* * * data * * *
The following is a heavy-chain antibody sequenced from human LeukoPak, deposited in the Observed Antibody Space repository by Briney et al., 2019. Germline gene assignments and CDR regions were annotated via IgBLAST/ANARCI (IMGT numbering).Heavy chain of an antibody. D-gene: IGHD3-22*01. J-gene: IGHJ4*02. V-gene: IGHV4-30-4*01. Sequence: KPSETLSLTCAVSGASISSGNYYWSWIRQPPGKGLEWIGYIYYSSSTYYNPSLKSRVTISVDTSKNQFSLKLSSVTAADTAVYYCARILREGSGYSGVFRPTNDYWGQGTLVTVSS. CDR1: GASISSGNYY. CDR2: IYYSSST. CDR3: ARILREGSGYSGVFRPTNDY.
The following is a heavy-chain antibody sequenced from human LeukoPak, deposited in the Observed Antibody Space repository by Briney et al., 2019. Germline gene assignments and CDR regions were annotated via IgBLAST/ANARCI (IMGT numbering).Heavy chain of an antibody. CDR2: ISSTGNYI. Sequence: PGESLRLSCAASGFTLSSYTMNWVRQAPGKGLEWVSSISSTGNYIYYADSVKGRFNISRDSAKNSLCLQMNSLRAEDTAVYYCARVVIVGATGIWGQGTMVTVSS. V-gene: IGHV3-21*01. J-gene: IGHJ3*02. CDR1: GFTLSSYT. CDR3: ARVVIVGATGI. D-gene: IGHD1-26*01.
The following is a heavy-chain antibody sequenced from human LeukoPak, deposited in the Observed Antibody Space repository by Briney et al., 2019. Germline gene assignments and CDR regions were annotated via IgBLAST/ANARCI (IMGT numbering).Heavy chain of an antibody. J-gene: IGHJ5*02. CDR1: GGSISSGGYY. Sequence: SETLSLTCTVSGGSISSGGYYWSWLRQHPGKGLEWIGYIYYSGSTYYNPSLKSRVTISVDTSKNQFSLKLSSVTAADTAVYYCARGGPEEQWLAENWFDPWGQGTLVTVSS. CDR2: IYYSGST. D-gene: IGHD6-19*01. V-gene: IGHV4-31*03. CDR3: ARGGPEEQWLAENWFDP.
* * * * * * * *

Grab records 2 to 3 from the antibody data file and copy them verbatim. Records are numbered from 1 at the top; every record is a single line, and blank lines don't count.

The following is a heavy-chain antibody sequenced from human LeukoPak, deposited in the Observed Antibody Space repository by Briney et al., 2019. Germline gene assignments and CDR regions were annotated via IgBLAST/ANARCI (IMGT numbering).Heavy chain of an antibody. CDR2: ISSTGNYI. Sequence: PGESLRLSCAASGFTLSSYTMNWVRQAPGKGLEWVSSISSTGNYIYYADSVKGRFNISRDSAKNSLCLQMNSLRAEDTAVYYCARVVIVGATGIWGQGTMVTVSS. V-gene: IGHV3-21*01. J-gene: IGHJ3*02. CDR1: GFTLSSYT. CDR3: ARVVIVGATGI. D-gene: IGHD1-26*01.
The following is a heavy-chain antibody sequenced from human LeukoPak, deposited in the Observed Antibody Space repository by Briney et al., 2019. Germline gene assignments and CDR regions were annotated via IgBLAST/ANARCI (IMGT numbering).Heavy chain of an antibody. J-gene: IGHJ5*02. CDR1: GGSISSGGYY. Sequence: SETLSLTCTVSGGSISSGGYYWSWLRQHPGKGLEWIGYIYYSGSTYYNPSLKSRVTISVDTSKNQFSLKLSSVTAADTAVYYCARGGPEEQWLAENWFDPWGQGTLVTVSS. CDR2: IYYSGST. D-gene: IGHD6-19*01. V-gene: IGHV4-31*03. CDR3: ARGGPEEQWLAENWFDP.